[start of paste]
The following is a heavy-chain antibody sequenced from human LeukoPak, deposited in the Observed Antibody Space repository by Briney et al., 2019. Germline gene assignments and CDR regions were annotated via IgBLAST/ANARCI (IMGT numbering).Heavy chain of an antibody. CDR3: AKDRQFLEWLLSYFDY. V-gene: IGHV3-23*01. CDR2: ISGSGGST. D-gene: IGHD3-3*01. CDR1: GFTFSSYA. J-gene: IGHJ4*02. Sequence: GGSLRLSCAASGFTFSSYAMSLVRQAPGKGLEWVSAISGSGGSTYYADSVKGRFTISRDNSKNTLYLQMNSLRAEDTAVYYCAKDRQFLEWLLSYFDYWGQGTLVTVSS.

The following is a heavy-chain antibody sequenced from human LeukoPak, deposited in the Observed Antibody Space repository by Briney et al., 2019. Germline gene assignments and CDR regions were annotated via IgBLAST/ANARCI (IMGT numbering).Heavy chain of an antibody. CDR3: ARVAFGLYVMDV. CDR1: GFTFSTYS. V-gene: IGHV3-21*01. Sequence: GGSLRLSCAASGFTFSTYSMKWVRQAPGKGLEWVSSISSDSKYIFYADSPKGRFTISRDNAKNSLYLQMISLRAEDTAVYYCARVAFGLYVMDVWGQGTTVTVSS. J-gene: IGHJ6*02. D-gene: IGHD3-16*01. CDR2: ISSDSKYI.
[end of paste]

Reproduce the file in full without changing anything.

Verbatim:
The following is a heavy-chain antibody sequenced from human LeukoPak, deposited in the Observed Antibody Space repository by Briney et al., 2019. Germline gene assignments and CDR regions were annotated via IgBLAST/ANARCI (IMGT numbering).Heavy chain of an antibody. CDR3: AKDRQFLEWLLSYFDY. V-gene: IGHV3-23*01. CDR2: ISGSGGST. D-gene: IGHD3-3*01. CDR1: GFTFSSYA. J-gene: IGHJ4*02. Sequence: GGSLRLSCAASGFTFSSYAMSLVRQAPGKGLEWVSAISGSGGSTYYADSVKGRFTISRDNSKNTLYLQMNSLRAEDTAVYYCAKDRQFLEWLLSYFDYWGQGTLVTVSS.

The following is a heavy-chain antibody sequenced from human LeukoPak, deposited in the Observed Antibody Space repository by Briney et al., 2019. Germline gene assignments and CDR regions were annotated via IgBLAST/ANARCI (IMGT numbering).Heavy chain of an antibody. CDR3: ARVAFGLYVMDV. CDR1: GFTFSTYS. V-gene: IGHV3-21*01. Sequence: GGSLRLSCAASGFTFSTYSMKWVRQAPGKGLEWVSSISSDSKYIFYADSPKGRFTISRDNAKNSLYLQMISLRAEDTAVYYCARVAFGLYVMDVWGQGTTVTVSS. J-gene: IGHJ6*02. D-gene: IGHD3-16*01. CDR2: ISSDSKYI.